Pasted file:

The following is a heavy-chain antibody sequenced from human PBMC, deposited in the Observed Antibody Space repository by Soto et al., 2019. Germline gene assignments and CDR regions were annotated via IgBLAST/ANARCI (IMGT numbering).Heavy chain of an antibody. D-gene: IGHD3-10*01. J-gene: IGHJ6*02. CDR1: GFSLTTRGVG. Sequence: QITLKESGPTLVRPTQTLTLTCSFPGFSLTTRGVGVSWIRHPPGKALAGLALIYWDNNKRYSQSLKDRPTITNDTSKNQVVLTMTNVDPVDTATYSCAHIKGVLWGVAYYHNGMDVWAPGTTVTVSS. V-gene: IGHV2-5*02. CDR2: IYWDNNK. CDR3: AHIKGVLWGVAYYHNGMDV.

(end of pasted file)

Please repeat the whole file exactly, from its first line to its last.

The following is a heavy-chain antibody sequenced from human PBMC, deposited in the Observed Antibody Space repository by Soto et al., 2019. Germline gene assignments and CDR regions were annotated via IgBLAST/ANARCI (IMGT numbering).Heavy chain of an antibody. D-gene: IGHD3-10*01. J-gene: IGHJ6*02. CDR1: GFSLTTRGVG. Sequence: QITLKESGPTLVRPTQTLTLTCSFPGFSLTTRGVGVSWIRHPPGKALAGLALIYWDNNKRYSQSLKDRPTITNDTSKNQVVLTMTNVDPVDTATYSCAHIKGVLWGVAYYHNGMDVWAPGTTVTVSS. V-gene: IGHV2-5*02. CDR2: IYWDNNK. CDR3: AHIKGVLWGVAYYHNGMDV.